Vaughn K. from Seattle, WA
    Replied 19 days ago
    I think as with a lot of things, the most basic version of the premise isn't too crazy... No mega factory next to a school. Not too crazy... The problem is that it got taken waaay too far by idiots.

    That said, I think a lot of people overplay the "horror" of no zoning. TONS of small and midsized cities have no zoning laws. Houston is the largest city in the USA with no zoning laws, and it doesn't look much different than anywhere else.



    If I had a magic wand this is what I would propose: Heavy industry should have its own special zoning areas... But all commercial, retail, and residential should be able to be built wherever, and in whatever size/style one wants. Sounds like madness right??? Consider this...

    IMO NIMBY zoning laws are EXACTLY why we see things like what has ruined a lot of great Seattle neighborhoods, like Ballard in particular. See, everybody fights to avoid ANY increase in density... But people need to be able to live somewhere... So eventually the city breaks, and upzones a FEW limited areas.

    What does that do? Well, because of the immense demand, it means 100% of those newly upzoned areas have to get leveled and redeveloped, doesn't it? Because those people gotta go somewhere. This is exactly why some areas have been so radically changed! However if there weren't top down decrees on this stuff, the market likely would not have concentrated the development so heavily.

    IMO if the city had done something like this: Every single family lot is now zoned for up to a quadplex/townhouses. Every street over 3 lanes can now have up to a 3 story apartment building. Every street over 5 lanes can have up to a 6 story building. Maybe figure out something sensible for proper skyscrapers too, with no height limits, in the few areas that do that sort of thing...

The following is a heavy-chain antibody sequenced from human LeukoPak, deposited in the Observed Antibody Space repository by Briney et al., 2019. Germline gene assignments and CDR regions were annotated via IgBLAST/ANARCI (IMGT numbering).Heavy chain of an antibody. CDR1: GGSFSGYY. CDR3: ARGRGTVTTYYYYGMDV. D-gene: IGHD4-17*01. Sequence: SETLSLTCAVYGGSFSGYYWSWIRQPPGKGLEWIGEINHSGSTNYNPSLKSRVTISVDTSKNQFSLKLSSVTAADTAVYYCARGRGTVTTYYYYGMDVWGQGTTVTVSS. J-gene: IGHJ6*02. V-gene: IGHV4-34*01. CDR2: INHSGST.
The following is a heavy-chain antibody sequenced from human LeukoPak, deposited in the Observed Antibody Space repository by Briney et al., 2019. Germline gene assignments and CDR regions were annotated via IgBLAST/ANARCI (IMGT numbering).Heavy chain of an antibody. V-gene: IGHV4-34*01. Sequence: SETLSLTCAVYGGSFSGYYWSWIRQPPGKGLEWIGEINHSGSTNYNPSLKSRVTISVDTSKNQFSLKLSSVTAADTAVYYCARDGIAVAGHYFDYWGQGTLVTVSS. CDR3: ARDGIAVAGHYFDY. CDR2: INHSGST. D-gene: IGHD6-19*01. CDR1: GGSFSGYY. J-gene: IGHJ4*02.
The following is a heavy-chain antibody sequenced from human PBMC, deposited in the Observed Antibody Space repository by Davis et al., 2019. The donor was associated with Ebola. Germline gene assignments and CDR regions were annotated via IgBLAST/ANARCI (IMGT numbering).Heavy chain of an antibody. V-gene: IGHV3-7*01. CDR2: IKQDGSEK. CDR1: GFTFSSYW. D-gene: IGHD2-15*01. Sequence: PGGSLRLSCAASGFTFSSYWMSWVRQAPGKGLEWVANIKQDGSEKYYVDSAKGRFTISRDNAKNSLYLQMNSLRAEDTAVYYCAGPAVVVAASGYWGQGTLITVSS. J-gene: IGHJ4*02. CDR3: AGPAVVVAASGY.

What would THAT have done??? I think we would have seen far more dispersed development. In other words, instead of blocks in Ballard where 100% (or nearly) of the plots have been rebuilt, you would have ended up with a lot more blocks, randomly dispersed throughout the entire city, where perhaps a single project would have been done. A few townhouses here, a small apartment complex there. You already see that stuff in the city from before the zoning laws got stricter in the 70s (IIRC), and it doesn't hurt anything at all. You barely notice the ONE quad on the block, or the apartment on the corner 2 lots.

    In other words I think this type of approach would have accomplished NIMBY goals BETTER than the way we do it now. A single quadplex doesn't really change the character of a block... But 80% of the block turning into townhouses sure as heck does. Many towns that don't have zoning laws don't become the dystopian nightmare people imagine... They end up towns with a random duplex thrown in here and there, etc.

    I think the "chaos" of no zoning, or very reasonable zoning like I propose above, tend to produce better results, even from a NIMBY perspective, than top down government bureaucrats trying to figure things out. The invisible hand of the market pretty much always beats top down planning IMO.